My dad and I visited one of those ubiquitous fast food grill stands the other day, just next to one of the metro station entrances in Enskede, south of Stockholm.
We both ordered a classic Swedish tunnbrödsrulle (flatbread roll) from the owner of the grill.
He is – I hardly need to mention – not a native born Swede and his Swedish was somewhat shaky. We stood there waiting for our food and I hadn’t really intended to talk at all with the grill owner, perhaps because it felt awkward to have to wait for him to find the right words and then struggle to understand him should he not be able be able to find them.
Such situations often bring with them a degree of resistance that we often don’t perceive as worth overcoming in the pursuit of small talk.
But luckily, my dad opened the door to my curiosity.
It soon became obvious that he had had a conversation with the grill owner the last time a flat bread roll was on the evening menu.
Dad picked up where his last conversation with the grill owner left off, and I started asking questions about what they were talking about.
It turned out that grill the owner was a chemist, educated and raised in Iraq. Shortly after graduation he got a job at a relative’s factory and eventually climbed to the position of plant manager.
In the mid-nineties, he came to Sweden and to Laxå in central Sweden, amidst a grim recession.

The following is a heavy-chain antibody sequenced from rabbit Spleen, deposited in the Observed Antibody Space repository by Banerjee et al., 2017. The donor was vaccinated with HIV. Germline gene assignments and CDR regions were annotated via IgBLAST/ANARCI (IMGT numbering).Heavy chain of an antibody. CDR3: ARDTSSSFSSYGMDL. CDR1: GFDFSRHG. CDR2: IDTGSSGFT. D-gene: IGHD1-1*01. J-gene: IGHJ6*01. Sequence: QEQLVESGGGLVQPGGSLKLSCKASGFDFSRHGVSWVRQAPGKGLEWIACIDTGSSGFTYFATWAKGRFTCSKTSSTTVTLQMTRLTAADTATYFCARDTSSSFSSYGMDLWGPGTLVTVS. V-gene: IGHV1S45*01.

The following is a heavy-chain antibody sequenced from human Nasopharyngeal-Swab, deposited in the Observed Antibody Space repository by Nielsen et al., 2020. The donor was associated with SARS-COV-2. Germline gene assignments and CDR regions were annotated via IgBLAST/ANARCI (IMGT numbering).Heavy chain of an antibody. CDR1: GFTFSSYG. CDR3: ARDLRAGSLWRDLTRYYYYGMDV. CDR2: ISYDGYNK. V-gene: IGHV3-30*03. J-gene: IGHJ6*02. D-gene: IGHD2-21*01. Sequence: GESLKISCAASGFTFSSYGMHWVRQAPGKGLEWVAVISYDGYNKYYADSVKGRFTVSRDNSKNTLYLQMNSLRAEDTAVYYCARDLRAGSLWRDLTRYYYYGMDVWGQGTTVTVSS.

Out of 50 applicants, he was one of ten who was called back for an interview for the six jobs that were available at the time.
Unfortunately, our grill master didn’t get one.
And after many further unsuccessful attempts to land a job for which he was trained, he eventually stopped applying. And there he was, standing before me, the chemist from Iraq, making our flatbread rolls.
I was born into the Swedish middle-class. While I don’t have the most ordinary of names, no one has ever had the idea that my background is anything other than Swedish.
Most of my friends also have middle-class backgrounds. We are quite similar in that way. It is also reflected in our values, interests, and that we have all gone on to study at university.
My exchange with the Iraqi chemist reminded me that all of us who are born with social privileges should make an effort to see other sides of our communities than the ones we are accustomed to in our daily lives.
That’s not to say that people with middle-class Swedish backgrounds don’t have problems worth taking seriously.
But we who have grown up in better conditions than many other fellow citizens should be doing our best to be good neighbours, not only to those who we know and love, but also to those who have not had the same opportunities we have had.
And above all, we should do our best to give them the same opportunities that we have had ourselves whenever we have the power to do so.
But unfortunately it rarely happens that we dare to break the ice and allow an exchange to develop that could allow us to positively affect others’ lives.
Usually we only see the guy at the hot dog stand, the taxi driver, or the house cleaner.
And we look at them without interest, as if they don’t have stories that we can learn from; stories that would tell us something about their own backgrounds as well as about ourselves and our society.
I guess I have my dad to thank this time for reminding me of the value of talking to strangers, something I’ll certainly keep in mind on my next trip to the grill stand.
By the way, that flatbread roll was delicious.
Love Liman is a Stockholm-based journalist and commentator.